I have just completed five artworks that explore the complex construct of the common shipping container.
Each work looks to address the origin/affect/ support/relationship of what the common shipping container carries between its origin and and its port of destination.
I believe that there is a duality in this delivery. For what these containers can carry/support/build/extend they also include the ability to crush/deconstruct/limit the path of the receiving end.
These works expose the available interiors of the containers that have within them the ability to hold the enduring impact of their journey...
Mel and I have acquired a new studio here in Australia!!
It is exciting and feels like home. I must give thanks to her family for all of their help and care in helping us with this transition.
It is a place full of potential...
"Slow Rise" by Karen Natapoff
Late last year, I completed a commissioned Watertower work titled "Slow Rise" for a client in California.
As with all commissions, I worked to incorporate the identity and ideas of the client into the resulting work. I feel that this method develops a collaborative construction that blends maker and receiver through form.
I am happy to say that the final piece resonated with the client and was received happily. Much to my surprise, it seems that the journey is now the book! Needless to say, it is a sweet memento of the making and a first for me.
I have just returned from a whirlwind adventure to the UK, Northern Ireland, Ireland and France. In three of these four areas, I presented some lectures, small workshops and visited some of the major art programs that provide majors in glass.
My trip was fantastic and all the people I met were excellent. I did notice that as I talked to many students, lecturers and practicing artists that it seemed to be much more difficult to build a thriving practice without the support, integration and connections of a wider community. In the talks that I gave on my own practice, I reflected on my good fortune to have always been able to construct my path within areas awash with artistic activity (such as Portland and Canberra) as well as
quicken the pace of my development through my involvement with formalized organizations (such as GAS
and the Pilchuck Glass
School). I also focused on how I work to progress my path by first building
a foundation of ability and access to support the structure and span of a career in art. I see this as developing the skills to build your way as well as the support to hold you in place. For me, I owe a lot to those who have educated and employed me and also those who are my friends and colleagues (especially Mel George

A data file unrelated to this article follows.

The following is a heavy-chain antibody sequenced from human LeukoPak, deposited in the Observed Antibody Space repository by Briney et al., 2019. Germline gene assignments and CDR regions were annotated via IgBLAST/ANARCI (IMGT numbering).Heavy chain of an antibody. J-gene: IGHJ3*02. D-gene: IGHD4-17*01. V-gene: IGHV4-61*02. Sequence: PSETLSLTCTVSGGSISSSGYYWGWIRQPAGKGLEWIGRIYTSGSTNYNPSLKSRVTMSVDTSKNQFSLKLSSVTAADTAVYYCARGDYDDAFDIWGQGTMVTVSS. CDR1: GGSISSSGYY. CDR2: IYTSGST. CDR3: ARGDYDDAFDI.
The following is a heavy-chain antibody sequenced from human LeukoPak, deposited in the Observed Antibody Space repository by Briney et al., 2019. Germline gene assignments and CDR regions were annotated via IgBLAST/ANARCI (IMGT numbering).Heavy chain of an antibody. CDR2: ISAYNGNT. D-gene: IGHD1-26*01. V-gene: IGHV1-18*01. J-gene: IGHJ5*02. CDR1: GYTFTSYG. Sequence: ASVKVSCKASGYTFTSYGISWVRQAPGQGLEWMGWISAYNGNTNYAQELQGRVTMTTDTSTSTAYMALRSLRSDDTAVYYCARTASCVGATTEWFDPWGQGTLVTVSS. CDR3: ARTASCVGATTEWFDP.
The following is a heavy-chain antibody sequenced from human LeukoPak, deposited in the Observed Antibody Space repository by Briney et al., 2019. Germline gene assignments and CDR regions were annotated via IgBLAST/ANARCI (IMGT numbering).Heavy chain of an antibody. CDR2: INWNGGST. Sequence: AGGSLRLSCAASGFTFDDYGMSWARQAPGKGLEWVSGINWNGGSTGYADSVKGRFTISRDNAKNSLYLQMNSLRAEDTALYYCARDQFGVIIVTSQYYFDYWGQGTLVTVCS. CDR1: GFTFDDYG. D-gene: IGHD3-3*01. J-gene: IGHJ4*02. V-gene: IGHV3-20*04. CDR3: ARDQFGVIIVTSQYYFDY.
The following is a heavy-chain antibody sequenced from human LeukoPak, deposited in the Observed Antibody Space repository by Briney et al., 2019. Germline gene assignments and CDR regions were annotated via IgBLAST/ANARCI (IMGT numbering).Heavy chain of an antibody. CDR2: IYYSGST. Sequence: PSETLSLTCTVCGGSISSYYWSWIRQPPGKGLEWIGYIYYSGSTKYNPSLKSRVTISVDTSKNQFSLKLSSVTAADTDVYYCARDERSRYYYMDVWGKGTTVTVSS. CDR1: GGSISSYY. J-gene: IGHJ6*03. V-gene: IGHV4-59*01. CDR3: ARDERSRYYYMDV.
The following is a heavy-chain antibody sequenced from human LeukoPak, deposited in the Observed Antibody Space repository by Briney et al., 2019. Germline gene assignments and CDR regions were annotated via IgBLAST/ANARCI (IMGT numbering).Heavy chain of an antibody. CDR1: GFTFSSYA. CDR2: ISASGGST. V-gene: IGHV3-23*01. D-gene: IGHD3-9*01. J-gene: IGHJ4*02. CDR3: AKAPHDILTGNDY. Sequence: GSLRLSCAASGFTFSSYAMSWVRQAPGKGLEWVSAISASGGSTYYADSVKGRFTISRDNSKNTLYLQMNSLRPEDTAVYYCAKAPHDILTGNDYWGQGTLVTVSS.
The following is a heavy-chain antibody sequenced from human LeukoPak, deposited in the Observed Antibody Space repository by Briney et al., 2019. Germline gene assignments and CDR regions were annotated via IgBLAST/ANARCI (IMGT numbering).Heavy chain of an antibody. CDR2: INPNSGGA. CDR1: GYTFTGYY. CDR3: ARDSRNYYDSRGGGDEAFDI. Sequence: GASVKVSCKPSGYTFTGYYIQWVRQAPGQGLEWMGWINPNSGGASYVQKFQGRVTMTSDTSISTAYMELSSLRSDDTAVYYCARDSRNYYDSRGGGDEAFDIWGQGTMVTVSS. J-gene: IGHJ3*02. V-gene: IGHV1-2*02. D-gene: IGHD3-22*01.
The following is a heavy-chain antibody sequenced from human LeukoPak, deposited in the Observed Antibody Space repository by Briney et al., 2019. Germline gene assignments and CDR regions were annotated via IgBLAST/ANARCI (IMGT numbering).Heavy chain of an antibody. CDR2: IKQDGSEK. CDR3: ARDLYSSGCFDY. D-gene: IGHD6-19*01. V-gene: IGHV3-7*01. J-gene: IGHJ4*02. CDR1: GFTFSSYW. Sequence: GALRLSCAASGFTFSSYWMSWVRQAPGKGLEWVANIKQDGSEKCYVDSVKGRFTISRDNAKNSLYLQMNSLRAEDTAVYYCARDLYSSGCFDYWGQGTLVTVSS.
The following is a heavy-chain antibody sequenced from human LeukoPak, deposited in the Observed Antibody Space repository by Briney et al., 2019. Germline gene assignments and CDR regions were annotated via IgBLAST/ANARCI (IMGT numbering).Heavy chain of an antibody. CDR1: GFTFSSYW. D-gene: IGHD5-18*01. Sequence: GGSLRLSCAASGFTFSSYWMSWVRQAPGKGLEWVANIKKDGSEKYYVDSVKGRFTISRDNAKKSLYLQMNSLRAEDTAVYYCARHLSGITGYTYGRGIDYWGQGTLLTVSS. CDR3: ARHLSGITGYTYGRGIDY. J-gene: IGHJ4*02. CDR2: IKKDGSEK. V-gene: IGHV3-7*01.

is a link to a write up by Fiona Byrne
on the talk I gave at the National College of Art and Design
in Dublin.Now returning from this trip and back to focus, I am excited and energized to start back up on my PhD and all of the various projects circling the areas of my available free time.
I have just recently completed a handful of new work from two different series of work.
The first couple of works are from the Barrel series and are entitled "Production Level 1" and Production Level 2". Each contain a set of seven mold blown barrel shapes with hand blown glass inserts and fabricated float glass lids. The number of the barrels relate to the number of available productive days in a week and address the realistic oscillation in the quality and completeness of effective effort.
The second set of works are related to my current PhD research on shipping containers. This work is from a new series entitled the Container Series. These works both highlight the historical utilization of glass as a container as well as make transparent the impact of the normally obscured use of the modern shipping container.
My hope is that each of these works lead to inquiries into the contents of containers, their relationship to their destination and origin and the necessity vs. the ability to utilize our modern globalized network of shipping.
For instance, the work The Full Extent, contains a form that is at the full linear capacity of what the interior void can accommodate. The work is a reflection upon my own personal experience of using a shipping container to move between countries and at the question of whether I employed its use to its fullest advantage and whether its contents were all that I required in making the transition.
It has been a busy time here in Canberra since returning from the States last month. I am mainly focused on my PhD but am also taking on some small projects to afford the decadency of academia. In the mix of all of this, there is always some random, surprising and wonderful happenings...
Here are some developing works from my research:
Here is a presentation platter that I created for the Australian Culinary Team (check them out here
Here is a lovely little project that I completed for a fantastic man...the author Bryce Courtenay:
And, as you do in such a tight knit community, an Italian Maestro came down under. Here he is with an Australian Maestro:
Lino Tagliapietra and Klaus Moje